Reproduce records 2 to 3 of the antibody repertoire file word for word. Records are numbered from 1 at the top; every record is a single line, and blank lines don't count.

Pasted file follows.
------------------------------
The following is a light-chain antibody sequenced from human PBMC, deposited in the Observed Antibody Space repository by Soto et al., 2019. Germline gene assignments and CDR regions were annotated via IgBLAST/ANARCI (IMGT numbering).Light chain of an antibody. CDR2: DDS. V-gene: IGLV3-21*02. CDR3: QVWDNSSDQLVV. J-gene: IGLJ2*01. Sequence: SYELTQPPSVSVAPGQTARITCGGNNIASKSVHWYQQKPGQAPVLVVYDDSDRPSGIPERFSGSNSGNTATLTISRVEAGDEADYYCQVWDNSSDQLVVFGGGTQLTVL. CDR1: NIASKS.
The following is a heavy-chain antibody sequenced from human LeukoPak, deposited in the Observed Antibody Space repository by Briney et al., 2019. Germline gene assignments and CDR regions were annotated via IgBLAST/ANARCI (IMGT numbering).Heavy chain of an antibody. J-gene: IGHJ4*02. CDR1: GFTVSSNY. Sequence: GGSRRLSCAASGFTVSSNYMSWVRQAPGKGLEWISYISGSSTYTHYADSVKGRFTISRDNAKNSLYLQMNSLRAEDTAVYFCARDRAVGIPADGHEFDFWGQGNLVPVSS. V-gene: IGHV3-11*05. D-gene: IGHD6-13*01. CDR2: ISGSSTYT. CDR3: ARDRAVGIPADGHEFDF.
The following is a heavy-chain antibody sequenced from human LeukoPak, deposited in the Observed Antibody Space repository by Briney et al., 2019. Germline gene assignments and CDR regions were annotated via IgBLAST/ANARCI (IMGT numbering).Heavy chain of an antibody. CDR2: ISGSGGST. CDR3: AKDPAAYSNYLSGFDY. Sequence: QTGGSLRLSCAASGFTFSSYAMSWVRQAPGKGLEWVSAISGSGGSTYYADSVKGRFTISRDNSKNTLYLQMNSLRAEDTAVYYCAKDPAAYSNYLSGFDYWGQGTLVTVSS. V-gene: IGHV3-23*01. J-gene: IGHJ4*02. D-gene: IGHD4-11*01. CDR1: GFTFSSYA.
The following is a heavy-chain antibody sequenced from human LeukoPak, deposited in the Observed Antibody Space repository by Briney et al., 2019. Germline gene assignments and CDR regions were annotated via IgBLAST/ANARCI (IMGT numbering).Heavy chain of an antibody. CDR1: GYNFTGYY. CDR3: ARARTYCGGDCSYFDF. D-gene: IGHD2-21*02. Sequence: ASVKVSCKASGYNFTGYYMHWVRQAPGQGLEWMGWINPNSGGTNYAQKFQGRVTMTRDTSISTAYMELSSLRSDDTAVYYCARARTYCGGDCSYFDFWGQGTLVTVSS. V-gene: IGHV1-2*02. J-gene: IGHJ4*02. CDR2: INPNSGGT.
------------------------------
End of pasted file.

The following is a heavy-chain antibody sequenced from human LeukoPak, deposited in the Observed Antibody Space repository by Briney et al., 2019. Germline gene assignments and CDR regions were annotated via IgBLAST/ANARCI (IMGT numbering).Heavy chain of an antibody. J-gene: IGHJ4*02. CDR1: GFTVSSNY. Sequence: GGSRRLSCAASGFTVSSNYMSWVRQAPGKGLEWISYISGSSTYTHYADSVKGRFTISRDNAKNSLYLQMNSLRAEDTAVYFCARDRAVGIPADGHEFDFWGQGNLVPVSS. V-gene: IGHV3-11*05. D-gene: IGHD6-13*01. CDR2: ISGSSTYT. CDR3: ARDRAVGIPADGHEFDF.
The following is a heavy-chain antibody sequenced from human LeukoPak, deposited in the Observed Antibody Space repository by Briney et al., 2019. Germline gene assignments and CDR regions were annotated via IgBLAST/ANARCI (IMGT numbering).Heavy chain of an antibody. CDR2: ISGSGGST. CDR3: AKDPAAYSNYLSGFDY. Sequence: QTGGSLRLSCAASGFTFSSYAMSWVRQAPGKGLEWVSAISGSGGSTYYADSVKGRFTISRDNSKNTLYLQMNSLRAEDTAVYYCAKDPAAYSNYLSGFDYWGQGTLVTVSS. V-gene: IGHV3-23*01. J-gene: IGHJ4*02. D-gene: IGHD4-11*01. CDR1: GFTFSSYA.